Singapore issues Advisory on Managing Workplace Harassment

30 December 2015

Susan de Silva, Seow Hui Goh, Chye Shu Yi

A "Tripartite Advisory on Managing Workplace Harassment" ("Advisory") has been issued on 23 December 2015 by the Singapore Tripartite partners (Ministry of Manpower, National Trades Union Congress and Singapore National Employers Federation). The Advisory is aimed at ensuring "a safe, healthy and harmonious workplace". It places the responsibility on employers and all persons in the workplace to prevent harassment at work and to take steps to manage and remedy the situation should harassment occur at the workplace.

What's covered
The Advisory covers harassment in any work-related places (whether inside or outside the office) & on any work-related occasions, such as at customers' premises & on business trips.

All persons at work are covered, including employees at all levels, contractors, interns, volunteers and customers.  

All forms of harassment are covered, including bullying, sexual harassment, discrimination, stalking and threatening or abusive language or gestures, as are their different modes of communication including electronically via email, text message and social media. Drawing from the test in the Protection from Harassment Act (2014), harassment occurs when the victim reasonably experiences harassment, alarm or distress.

What's expected of employers & employees
Employers are advised "to foster a conducive & safe organizational culture" that guides employees and others in the workplace in the way they should work with each other, by:

  • Establishing core values, including of mutual respect, people-centredness, empathy & support for colleagues, and cultural sensitivity;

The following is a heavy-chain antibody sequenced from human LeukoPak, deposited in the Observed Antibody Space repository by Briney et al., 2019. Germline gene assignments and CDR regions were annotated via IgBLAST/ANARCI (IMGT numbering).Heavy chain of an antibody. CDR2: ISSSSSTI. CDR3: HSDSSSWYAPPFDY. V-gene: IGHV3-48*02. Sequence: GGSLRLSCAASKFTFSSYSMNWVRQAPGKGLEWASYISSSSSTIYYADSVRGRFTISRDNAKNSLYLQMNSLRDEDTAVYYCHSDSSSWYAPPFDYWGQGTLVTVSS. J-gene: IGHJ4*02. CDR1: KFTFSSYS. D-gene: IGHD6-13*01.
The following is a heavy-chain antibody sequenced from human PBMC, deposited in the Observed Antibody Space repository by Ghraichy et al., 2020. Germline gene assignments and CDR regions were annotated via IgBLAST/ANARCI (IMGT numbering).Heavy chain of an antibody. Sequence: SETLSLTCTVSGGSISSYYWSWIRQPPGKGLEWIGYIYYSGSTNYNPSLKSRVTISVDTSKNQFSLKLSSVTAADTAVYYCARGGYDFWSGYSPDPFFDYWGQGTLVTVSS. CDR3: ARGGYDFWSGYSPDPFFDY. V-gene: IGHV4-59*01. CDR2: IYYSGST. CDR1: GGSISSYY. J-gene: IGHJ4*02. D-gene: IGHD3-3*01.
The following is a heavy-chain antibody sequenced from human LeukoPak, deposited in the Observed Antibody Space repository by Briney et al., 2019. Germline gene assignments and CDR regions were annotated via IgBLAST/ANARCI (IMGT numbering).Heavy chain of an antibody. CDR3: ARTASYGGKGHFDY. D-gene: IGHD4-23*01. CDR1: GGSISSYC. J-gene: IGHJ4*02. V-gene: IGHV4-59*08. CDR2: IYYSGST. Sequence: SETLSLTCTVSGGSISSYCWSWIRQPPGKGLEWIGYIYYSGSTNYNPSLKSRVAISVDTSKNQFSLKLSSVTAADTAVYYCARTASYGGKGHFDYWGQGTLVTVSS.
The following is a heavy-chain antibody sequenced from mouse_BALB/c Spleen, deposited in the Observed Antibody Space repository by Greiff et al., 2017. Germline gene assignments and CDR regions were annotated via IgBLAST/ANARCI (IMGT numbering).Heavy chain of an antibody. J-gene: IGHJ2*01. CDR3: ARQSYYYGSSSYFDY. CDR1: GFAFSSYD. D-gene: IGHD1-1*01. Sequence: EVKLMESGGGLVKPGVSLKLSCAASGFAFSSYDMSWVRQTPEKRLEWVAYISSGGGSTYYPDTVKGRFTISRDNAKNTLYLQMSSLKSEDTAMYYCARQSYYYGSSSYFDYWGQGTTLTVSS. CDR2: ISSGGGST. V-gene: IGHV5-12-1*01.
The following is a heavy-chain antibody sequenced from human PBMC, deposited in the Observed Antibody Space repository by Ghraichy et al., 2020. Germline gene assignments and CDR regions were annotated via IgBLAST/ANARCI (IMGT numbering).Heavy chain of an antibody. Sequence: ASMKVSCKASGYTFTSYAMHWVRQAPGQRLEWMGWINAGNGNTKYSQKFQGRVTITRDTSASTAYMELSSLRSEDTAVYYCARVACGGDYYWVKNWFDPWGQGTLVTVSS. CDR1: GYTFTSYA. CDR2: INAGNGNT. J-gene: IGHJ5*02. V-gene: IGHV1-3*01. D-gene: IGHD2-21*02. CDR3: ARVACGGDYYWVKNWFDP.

• Developing a formal policy against workplace harassment, based on principles including zero tolerance for harassment, leadership commitment, holistic management of the risk of harassment as part of the employer's workplace safety and health risk management system; and early prevention;
  • Providing information and training on workplace harassment, to ensure everyone in the organisation is familiar with the issue and plays an active role in preventing and reporting harassment;
  • Implementing harassment reporting and response procedures (including whistle-blowing and investigation) based on principles including neutrality, confidentiality and non-retaliation.

Employees are expected to take charge of their personal safety, health and well-being at the workplace, by:

  • Taking reasonable steps to protect themselves and keep away from potential harassment situations;
  • If harassment occurs, resolving it by themselves if safe and reasonable to do so, or by immediately getting informal or formal help
What the Advisory means for employers
Although the Advisory is not law, the Advisory may well set the standard for employers' legal obligations at common law to provide a safe working environment, as well as under the Workplace Safety and Health Act ("WSHA") to take reasonably practicable measures to ensure the safety and health of their employees and other persons at work. For a company which breaches the WSHA, the penalty is a fine of up to S$500,000, while its officers are liable to be prosecuted unless the officer proves that the offence was not attributable to his consent, connivance or negligence. If found guilty, the officer may be fined up to S$200,000 and/or imprisoned for up to 2 years.

Quite apart from legal liability, harassment in the workplace affects productivity, morale and working relationships, and can incur costs and negative publicity

With the spotlight on workplace harassment, employers should now implement formal anti-harassment measures as outlined in the Advisory, or review and refresh their existing anti-harassment protocols and training to ensure they are aligned with the Advisory.


de Silva-Susan

Susan de Silva


Call me on: +65 6534 5266
Seow Hui Goh

Goh Seow Hui


Call me on: +65 6534 5266